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Radical Buffoonery

An interview between Amelia Parenteau and Jon Greene, founder and Artistic director of the Radical Buffoons.

Amelia Parenteau: Why did you found The Radical Buffoons?

Jon Greene: When I moved here and started directing here, I was approached by a company in town, Rockfire Theatre Company, which is Matt Reed, Kevin Murphy, and Mint Bryan, and they had always really wanted to do a production of Mr. Burns: A Post-Electric Play. I love that play, but as we started to talk about the realities of what that play requires, I thought, “Okay, I’ve raised money for other projects before. Here’s what I’ll do. Why don’t I start an LLC theater company and I’ll match your put in. I’ll raise the money from my own sources to match your budget, so that we can double the budget and support the production." It was a means to an end, as opposed to a long-term plan for my life.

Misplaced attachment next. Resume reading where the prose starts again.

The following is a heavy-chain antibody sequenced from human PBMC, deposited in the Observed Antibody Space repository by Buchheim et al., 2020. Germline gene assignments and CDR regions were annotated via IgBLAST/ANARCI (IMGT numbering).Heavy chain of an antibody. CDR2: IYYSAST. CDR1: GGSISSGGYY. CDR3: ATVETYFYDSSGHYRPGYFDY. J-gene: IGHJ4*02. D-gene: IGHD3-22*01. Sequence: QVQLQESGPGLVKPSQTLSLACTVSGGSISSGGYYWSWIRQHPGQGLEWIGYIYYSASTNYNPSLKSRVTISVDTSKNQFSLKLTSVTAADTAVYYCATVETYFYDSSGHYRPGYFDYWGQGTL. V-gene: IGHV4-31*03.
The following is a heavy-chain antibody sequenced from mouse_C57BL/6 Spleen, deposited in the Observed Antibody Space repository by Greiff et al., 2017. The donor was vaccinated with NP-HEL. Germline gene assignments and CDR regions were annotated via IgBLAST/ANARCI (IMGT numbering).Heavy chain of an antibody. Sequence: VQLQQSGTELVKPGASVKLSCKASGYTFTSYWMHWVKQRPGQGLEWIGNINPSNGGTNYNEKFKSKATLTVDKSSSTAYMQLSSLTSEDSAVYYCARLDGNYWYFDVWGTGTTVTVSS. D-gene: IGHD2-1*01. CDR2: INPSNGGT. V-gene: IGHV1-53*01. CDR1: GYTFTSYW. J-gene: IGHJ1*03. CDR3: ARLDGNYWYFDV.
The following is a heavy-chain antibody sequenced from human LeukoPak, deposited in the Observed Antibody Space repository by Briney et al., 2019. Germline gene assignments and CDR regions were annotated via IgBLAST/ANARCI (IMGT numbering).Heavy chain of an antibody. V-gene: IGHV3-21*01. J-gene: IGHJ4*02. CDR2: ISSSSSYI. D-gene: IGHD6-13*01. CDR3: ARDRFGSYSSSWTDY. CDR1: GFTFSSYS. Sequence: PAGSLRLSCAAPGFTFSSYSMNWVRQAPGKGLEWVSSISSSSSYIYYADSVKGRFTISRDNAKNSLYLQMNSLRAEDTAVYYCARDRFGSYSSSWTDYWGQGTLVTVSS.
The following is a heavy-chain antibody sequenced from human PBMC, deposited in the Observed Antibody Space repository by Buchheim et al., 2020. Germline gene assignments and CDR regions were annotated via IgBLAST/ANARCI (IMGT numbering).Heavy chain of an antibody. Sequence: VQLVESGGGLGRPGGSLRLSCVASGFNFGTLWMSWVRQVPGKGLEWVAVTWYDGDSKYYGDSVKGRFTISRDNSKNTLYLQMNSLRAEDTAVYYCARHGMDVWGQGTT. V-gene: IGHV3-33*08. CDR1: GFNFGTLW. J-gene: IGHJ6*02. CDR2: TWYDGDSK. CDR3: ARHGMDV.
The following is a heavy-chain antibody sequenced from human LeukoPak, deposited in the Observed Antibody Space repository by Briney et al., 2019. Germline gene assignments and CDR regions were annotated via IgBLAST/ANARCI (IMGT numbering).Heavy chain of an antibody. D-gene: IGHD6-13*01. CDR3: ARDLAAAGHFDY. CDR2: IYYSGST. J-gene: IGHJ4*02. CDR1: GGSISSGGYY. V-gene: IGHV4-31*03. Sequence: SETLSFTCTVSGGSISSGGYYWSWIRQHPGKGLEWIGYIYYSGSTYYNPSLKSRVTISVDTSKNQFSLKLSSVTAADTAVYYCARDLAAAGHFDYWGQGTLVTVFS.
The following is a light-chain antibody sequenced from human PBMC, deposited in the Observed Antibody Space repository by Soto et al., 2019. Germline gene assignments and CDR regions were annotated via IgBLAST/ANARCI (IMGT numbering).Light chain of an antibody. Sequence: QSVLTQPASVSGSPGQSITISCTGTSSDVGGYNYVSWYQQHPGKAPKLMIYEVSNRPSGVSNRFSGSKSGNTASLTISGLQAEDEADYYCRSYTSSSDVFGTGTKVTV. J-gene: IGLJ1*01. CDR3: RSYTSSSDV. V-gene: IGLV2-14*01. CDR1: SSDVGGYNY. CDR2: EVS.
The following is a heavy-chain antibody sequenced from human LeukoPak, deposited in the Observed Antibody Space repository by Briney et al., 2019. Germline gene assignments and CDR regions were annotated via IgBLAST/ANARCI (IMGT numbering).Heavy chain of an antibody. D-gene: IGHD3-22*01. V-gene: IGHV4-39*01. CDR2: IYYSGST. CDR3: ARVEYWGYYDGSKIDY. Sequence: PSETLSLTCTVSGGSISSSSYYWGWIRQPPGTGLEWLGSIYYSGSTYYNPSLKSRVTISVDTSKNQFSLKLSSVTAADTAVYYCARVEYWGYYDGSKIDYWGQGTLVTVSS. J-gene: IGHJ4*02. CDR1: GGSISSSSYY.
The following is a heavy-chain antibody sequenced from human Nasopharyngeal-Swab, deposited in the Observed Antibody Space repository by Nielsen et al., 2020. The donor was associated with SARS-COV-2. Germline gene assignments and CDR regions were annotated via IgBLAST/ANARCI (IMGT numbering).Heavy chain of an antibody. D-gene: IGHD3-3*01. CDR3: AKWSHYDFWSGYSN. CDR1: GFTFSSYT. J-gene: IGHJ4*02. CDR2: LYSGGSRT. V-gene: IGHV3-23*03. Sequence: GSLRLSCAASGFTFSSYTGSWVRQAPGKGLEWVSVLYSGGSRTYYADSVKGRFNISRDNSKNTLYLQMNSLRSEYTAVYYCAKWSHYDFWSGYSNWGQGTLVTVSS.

We did that play and I loved running the company. We did another play and I loved the idea of building something larger than just a career for me to direct plays: I liked building community and I loved producing. So what was a means to an end ended up blossoming into what it is now.

The name of the company comes from Lisa D’Amour who had come to see one of the pantos I’d written and directed at Le Petit, who was like, “Thanks for bringing all that radical buffoonery to Le Petit stage.

The universe laid a lot of pieces out and just patiently waited for me to accept the offers.